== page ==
*or Who is Literally the Most Unstoppable Person?*

A simple question really. It popped into my head around the time of the 2012 London Olympics. I was still playing rugby and studying physics among other things. It was also likely sparked—at least in part—by a bet I had lost several years prior, that I was heavier than Usain bolt... I was probably around thirteen. Lesson learned.

In rugby you quickly learn that the heavier and faster someone is, the harder they are to tackle. In physics you learn this concept is called momentum (usually given the symbol \(p\)), and is simply an object's mass multiplied by its velocity. $$p=mv$$

Obviously this does not capture *all* of what makes someone difficult to tackle.
It doesn't account for running technique, agility, or whether they are currently coated in grease.
But it's a pretty good start.

After watching Usain Bolt dominate the 100 m sprint yet again, the first question became: “Sure he's the fastest, but is he the hardest to stop?”.

In the spirit of keeping things simple we're just going to be comparing athletes' *average* momentum—as it's easy to work out—but it would also be interesting to look into maximums and some other metrics.
I will leave those to the dedicated reader.
Thankfully this sprint distance is pretty relevant because 100 m *is* the length of rugby pitch, which may be why Europeans don't use football fields as a unit of measurement.

As a brief refresher, we can work out the velocity (\(v\)) of something given a distance travelled and the time it took: $$v = \frac{distance}{time}$$ So to get someone's average momentum we can substitute this into the first equation to get: $$p = \frac{\text{mass} \times \text{distance}}{\text{time}}$$ Which is a super simple calculation. Just multiply their weight (in kilograms) by the distance (in metres) then divide by the time it took (in seconds). The unit of the resulting number will be kilogram metres per second (kg m/s) or equivalently Newton seconds (N s).

So if we rescore the men's 2012 Olympics 100m Sprint:

Athlete | Weight (kg) | Time (s) | Avg Momentum (N s) |
---|---|---|---|

Usain Bolt | 94 | 09.63 |
975.72 |

Yohan Blake | 76 | 09.75 | 779.76 |

Justin Gatlin | 83 | 09.79 | 847.43 |

Tyson Gay | 77 | 09.80 | 785.40 |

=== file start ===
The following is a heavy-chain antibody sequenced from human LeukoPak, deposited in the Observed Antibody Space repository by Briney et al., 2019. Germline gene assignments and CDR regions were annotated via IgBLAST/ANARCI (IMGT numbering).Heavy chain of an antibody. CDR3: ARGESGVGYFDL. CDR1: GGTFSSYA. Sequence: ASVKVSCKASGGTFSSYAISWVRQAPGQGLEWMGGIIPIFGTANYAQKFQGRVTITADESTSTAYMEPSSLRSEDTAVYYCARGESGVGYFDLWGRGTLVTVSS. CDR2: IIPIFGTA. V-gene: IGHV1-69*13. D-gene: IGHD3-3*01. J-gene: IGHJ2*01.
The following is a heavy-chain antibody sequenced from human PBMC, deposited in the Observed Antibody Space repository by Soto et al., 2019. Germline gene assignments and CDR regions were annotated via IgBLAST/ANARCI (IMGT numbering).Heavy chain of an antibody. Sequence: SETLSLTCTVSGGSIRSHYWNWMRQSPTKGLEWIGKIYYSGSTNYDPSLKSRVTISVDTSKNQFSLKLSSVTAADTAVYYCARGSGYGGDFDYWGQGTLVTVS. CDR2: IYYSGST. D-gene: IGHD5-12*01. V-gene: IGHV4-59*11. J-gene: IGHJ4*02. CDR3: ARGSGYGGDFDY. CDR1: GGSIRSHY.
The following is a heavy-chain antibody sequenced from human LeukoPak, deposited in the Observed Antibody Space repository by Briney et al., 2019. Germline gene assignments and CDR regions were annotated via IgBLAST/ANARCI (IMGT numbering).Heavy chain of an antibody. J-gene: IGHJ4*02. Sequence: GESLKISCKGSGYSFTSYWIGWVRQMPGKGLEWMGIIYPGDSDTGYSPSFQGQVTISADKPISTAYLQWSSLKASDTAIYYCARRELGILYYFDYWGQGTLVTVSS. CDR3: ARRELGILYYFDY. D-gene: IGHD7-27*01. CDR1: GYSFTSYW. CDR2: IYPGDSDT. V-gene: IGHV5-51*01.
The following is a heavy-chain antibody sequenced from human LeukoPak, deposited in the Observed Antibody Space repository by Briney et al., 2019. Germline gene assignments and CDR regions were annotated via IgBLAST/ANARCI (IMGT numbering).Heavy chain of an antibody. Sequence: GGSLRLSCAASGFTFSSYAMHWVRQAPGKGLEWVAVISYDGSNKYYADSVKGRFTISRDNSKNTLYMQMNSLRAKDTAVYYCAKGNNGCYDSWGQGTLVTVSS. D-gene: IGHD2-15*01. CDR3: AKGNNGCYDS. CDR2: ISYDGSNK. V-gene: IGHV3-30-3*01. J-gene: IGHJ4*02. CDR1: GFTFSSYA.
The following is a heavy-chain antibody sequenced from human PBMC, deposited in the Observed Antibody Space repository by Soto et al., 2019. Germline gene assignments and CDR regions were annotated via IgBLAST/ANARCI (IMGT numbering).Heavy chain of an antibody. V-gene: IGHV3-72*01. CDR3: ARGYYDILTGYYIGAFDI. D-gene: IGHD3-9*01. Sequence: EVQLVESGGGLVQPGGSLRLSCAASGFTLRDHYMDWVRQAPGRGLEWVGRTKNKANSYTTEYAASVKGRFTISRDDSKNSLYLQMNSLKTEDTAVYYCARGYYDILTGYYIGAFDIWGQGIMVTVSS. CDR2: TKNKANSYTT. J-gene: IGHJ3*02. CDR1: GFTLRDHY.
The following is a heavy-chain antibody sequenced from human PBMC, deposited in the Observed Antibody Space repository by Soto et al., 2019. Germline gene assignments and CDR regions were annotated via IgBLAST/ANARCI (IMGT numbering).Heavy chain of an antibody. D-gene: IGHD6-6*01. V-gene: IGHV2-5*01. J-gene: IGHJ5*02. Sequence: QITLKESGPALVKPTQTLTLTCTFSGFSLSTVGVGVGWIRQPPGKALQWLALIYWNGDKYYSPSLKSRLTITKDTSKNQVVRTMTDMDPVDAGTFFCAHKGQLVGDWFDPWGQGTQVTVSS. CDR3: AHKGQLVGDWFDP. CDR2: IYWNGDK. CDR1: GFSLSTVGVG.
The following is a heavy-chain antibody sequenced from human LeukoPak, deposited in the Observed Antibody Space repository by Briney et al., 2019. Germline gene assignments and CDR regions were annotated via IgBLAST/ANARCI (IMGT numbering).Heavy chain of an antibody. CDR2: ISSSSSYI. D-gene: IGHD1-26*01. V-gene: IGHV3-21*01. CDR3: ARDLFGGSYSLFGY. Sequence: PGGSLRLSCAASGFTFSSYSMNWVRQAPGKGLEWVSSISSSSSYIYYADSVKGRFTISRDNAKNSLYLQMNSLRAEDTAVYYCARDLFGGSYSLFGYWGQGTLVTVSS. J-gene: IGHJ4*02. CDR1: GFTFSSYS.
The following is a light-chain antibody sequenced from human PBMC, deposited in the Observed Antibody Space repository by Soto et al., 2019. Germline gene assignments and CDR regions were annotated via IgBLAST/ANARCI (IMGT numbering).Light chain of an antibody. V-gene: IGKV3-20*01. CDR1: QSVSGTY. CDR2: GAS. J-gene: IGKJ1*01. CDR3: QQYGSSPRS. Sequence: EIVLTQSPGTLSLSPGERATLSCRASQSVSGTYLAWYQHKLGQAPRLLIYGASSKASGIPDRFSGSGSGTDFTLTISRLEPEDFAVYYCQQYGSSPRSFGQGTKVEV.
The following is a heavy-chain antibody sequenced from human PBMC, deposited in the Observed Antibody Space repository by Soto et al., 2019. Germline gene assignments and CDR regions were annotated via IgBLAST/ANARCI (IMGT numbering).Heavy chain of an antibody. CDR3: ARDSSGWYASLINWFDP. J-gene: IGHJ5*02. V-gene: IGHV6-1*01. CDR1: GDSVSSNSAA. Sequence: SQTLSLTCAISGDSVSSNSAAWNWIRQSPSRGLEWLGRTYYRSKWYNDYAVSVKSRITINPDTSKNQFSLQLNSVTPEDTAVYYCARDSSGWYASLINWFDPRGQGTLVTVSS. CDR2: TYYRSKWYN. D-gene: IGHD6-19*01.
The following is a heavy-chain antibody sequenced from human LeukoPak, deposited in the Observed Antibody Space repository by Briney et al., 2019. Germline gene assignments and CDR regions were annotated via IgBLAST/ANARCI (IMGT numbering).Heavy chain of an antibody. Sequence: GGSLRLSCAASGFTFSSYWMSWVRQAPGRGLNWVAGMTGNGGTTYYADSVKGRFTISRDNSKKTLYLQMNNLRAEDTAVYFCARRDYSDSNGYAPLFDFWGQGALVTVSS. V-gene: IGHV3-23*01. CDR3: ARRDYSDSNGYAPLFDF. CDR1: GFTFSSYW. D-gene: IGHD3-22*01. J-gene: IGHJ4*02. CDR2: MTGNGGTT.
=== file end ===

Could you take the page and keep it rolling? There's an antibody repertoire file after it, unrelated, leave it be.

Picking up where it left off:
Ryan Bailey | 98 |
09.88 | 991.76 |

Churandy Martina | 74 | 09.94 | 744.44 |

Richard Thompson | 80 | 09.98 | 800.80 |

Asafa Powell (inj) | 87 | 12.00 | 725.58 |

We see that Ryan Bailey comes out on top as the most unstoppable!

That's great and all, and we're very proud of Ryan, but perhaps Olympic sprinters aren't the best at this. The 2012 sprint had a big weight range (24 kg) and a big weight difference between first and second place (with Usain Bolt carrying 18 kg more than Yohan Blake) so it seems that weight isn't that much of a determining factor for speed.

With these people being *literally* the fastest humans on the planet, the only way to beat them will be by finding someone heavier.

As Bailey was so close to 1000 N s, that seems like a good milestone to aim for. So we're looking for big people who can run fast. Rugby and American football seem like obvious places to start looking.

There were several promising rugby players, but they were quickly eclipsed by the American footballers I found, likely due to the more specialised nature of American football.

Athlete | Weight (kg) | Time (s) | Avg Momentum (N s) |
---|---|---|---|

Brandon Jacobs | 120 | 10.82 | 1109 |

He blows our benchmark out of the water with a very impressive 1109 N s, and was the top spot in my mind for a good few years. That is until my good friend John suggested:

*“Can you believe he ran the 40-yard dash in 4.98 seconds? Poe looks like a refrigerator. He’s not supposed to move like that.”*